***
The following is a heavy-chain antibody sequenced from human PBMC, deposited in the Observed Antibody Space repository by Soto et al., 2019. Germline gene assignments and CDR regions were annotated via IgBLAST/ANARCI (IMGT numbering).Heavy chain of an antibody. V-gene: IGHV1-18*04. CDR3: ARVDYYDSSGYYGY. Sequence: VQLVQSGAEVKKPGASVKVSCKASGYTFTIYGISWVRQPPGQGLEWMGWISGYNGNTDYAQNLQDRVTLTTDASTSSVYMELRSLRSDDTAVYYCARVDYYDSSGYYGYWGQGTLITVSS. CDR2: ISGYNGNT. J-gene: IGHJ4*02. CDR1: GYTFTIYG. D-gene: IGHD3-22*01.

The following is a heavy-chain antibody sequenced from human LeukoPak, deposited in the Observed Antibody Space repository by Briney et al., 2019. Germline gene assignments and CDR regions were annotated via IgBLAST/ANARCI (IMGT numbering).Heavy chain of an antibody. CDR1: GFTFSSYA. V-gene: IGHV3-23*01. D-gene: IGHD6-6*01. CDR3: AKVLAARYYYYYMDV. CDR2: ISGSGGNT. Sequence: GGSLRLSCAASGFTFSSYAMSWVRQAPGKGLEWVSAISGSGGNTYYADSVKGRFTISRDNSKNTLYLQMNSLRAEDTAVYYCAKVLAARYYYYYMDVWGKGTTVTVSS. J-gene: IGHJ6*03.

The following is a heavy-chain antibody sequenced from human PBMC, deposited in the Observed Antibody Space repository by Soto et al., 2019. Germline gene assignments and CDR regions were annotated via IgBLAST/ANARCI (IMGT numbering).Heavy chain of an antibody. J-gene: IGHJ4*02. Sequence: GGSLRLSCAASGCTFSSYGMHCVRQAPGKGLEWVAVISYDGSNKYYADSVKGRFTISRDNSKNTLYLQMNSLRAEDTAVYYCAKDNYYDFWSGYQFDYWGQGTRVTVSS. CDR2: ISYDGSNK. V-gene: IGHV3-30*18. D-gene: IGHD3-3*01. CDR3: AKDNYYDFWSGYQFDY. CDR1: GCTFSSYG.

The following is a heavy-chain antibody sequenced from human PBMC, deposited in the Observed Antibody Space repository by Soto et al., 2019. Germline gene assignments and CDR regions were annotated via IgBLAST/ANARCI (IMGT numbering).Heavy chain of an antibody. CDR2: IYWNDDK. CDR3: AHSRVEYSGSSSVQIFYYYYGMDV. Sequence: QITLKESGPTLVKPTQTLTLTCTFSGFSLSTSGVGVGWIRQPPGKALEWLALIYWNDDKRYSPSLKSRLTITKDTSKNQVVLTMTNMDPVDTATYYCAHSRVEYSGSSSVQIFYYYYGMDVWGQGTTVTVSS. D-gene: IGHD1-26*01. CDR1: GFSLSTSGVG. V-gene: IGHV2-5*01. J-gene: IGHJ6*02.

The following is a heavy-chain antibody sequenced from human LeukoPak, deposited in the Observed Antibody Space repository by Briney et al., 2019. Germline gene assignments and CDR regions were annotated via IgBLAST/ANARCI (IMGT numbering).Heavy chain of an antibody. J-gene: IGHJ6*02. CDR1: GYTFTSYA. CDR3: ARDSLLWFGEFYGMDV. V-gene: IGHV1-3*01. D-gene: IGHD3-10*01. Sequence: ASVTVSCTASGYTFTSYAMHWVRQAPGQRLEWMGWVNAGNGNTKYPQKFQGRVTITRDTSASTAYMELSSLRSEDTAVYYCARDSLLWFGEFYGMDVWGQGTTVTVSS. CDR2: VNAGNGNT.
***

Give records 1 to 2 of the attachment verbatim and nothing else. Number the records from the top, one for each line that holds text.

The following is a heavy-chain antibody sequenced from human PBMC, deposited in the Observed Antibody Space repository by Soto et al., 2019. Germline gene assignments and CDR regions were annotated via IgBLAST/ANARCI (IMGT numbering).Heavy chain of an antibody. V-gene: IGHV1-18*04. CDR3: ARVDYYDSSGYYGY. Sequence: VQLVQSGAEVKKPGASVKVSCKASGYTFTIYGISWVRQPPGQGLEWMGWISGYNGNTDYAQNLQDRVTLTTDASTSSVYMELRSLRSDDTAVYYCARVDYYDSSGYYGYWGQGTLITVSS. CDR2: ISGYNGNT. J-gene: IGHJ4*02. CDR1: GYTFTIYG. D-gene: IGHD3-22*01.

The following is a heavy-chain antibody sequenced from human LeukoPak, deposited in the Observed Antibody Space repository by Briney et al., 2019. Germline gene assignments and CDR regions were annotated via IgBLAST/ANARCI (IMGT numbering).Heavy chain of an antibody. CDR1: GFTFSSYA. V-gene: IGHV3-23*01. D-gene: IGHD6-6*01. CDR3: AKVLAARYYYYYMDV. CDR2: ISGSGGNT. Sequence: GGSLRLSCAASGFTFSSYAMSWVRQAPGKGLEWVSAISGSGGNTYYADSVKGRFTISRDNSKNTLYLQMNSLRAEDTAVYYCAKVLAARYYYYYMDVWGKGTTVTVSS. J-gene: IGHJ6*03.